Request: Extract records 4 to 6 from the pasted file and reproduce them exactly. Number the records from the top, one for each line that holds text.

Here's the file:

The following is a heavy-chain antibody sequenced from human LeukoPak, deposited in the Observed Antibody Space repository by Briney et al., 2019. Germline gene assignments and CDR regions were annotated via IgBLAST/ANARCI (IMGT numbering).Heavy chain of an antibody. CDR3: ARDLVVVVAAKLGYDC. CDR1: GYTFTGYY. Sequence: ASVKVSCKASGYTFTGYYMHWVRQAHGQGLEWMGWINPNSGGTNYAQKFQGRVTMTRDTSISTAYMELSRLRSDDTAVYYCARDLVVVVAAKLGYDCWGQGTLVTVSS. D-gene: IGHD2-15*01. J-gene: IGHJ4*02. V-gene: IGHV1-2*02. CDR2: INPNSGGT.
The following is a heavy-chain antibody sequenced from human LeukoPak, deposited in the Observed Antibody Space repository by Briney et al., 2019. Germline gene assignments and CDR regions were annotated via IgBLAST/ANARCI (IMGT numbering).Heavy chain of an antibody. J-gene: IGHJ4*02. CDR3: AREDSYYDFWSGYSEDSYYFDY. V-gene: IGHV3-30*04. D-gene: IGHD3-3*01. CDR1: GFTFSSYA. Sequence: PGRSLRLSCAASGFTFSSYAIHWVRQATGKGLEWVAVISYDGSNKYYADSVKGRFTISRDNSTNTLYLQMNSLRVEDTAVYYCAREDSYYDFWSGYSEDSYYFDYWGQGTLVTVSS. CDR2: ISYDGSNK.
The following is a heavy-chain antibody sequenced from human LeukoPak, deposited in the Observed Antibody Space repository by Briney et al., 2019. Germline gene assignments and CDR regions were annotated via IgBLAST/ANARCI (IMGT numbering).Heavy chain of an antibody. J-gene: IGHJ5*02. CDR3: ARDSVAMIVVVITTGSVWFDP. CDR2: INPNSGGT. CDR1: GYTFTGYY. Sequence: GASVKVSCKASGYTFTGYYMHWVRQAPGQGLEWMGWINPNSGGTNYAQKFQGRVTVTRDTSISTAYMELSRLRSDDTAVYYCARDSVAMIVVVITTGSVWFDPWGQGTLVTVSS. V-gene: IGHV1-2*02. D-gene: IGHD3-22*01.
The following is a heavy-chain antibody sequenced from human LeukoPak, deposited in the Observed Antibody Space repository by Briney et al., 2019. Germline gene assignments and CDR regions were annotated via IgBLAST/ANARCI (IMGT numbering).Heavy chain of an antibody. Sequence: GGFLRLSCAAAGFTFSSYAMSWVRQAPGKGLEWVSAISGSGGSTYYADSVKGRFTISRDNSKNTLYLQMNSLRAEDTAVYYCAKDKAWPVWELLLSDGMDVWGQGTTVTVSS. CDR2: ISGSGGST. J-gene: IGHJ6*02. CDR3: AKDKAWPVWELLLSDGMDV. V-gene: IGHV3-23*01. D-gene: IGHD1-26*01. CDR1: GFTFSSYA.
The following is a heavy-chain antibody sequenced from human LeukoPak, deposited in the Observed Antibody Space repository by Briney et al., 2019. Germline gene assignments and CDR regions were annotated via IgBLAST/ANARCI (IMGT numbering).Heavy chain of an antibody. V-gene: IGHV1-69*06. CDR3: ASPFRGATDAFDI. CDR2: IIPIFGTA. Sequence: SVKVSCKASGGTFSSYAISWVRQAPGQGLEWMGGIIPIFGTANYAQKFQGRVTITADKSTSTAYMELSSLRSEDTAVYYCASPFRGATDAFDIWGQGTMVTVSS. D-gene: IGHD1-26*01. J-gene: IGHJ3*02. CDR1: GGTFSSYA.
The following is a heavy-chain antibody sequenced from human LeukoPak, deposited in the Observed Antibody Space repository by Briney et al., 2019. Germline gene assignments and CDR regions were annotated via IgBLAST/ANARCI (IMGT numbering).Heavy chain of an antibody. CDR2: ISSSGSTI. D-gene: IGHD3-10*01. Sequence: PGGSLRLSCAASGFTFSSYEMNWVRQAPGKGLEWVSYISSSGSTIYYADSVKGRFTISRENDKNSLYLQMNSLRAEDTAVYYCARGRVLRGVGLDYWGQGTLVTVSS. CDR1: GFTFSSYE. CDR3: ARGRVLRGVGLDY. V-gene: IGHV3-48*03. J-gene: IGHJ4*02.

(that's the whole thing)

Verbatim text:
The following is a heavy-chain antibody sequenced from human LeukoPak, deposited in the Observed Antibody Space repository by Briney et al., 2019. Germline gene assignments and CDR regions were annotated via IgBLAST/ANARCI (IMGT numbering).Heavy chain of an antibody. Sequence: GGFLRLSCAAAGFTFSSYAMSWVRQAPGKGLEWVSAISGSGGSTYYADSVKGRFTISRDNSKNTLYLQMNSLRAEDTAVYYCAKDKAWPVWELLLSDGMDVWGQGTTVTVSS. CDR2: ISGSGGST. J-gene: IGHJ6*02. CDR3: AKDKAWPVWELLLSDGMDV. V-gene: IGHV3-23*01. D-gene: IGHD1-26*01. CDR1: GFTFSSYA.
The following is a heavy-chain antibody sequenced from human LeukoPak, deposited in the Observed Antibody Space repository by Briney et al., 2019. Germline gene assignments and CDR regions were annotated via IgBLAST/ANARCI (IMGT numbering).Heavy chain of an antibody. V-gene: IGHV1-69*06. CDR3: ASPFRGATDAFDI. CDR2: IIPIFGTA. Sequence: SVKVSCKASGGTFSSYAISWVRQAPGQGLEWMGGIIPIFGTANYAQKFQGRVTITADKSTSTAYMELSSLRSEDTAVYYCASPFRGATDAFDIWGQGTMVTVSS. D-gene: IGHD1-26*01. J-gene: IGHJ3*02. CDR1: GGTFSSYA.
The following is a heavy-chain antibody sequenced from human LeukoPak, deposited in the Observed Antibody Space repository by Briney et al., 2019. Germline gene assignments and CDR regions were annotated via IgBLAST/ANARCI (IMGT numbering).Heavy chain of an antibody. CDR2: ISSSGSTI. D-gene: IGHD3-10*01. Sequence: PGGSLRLSCAASGFTFSSYEMNWVRQAPGKGLEWVSYISSSGSTIYYADSVKGRFTISRENDKNSLYLQMNSLRAEDTAVYYCARGRVLRGVGLDYWGQGTLVTVSS. CDR1: GFTFSSYE. CDR3: ARGRVLRGVGLDY. V-gene: IGHV3-48*03. J-gene: IGHJ4*02.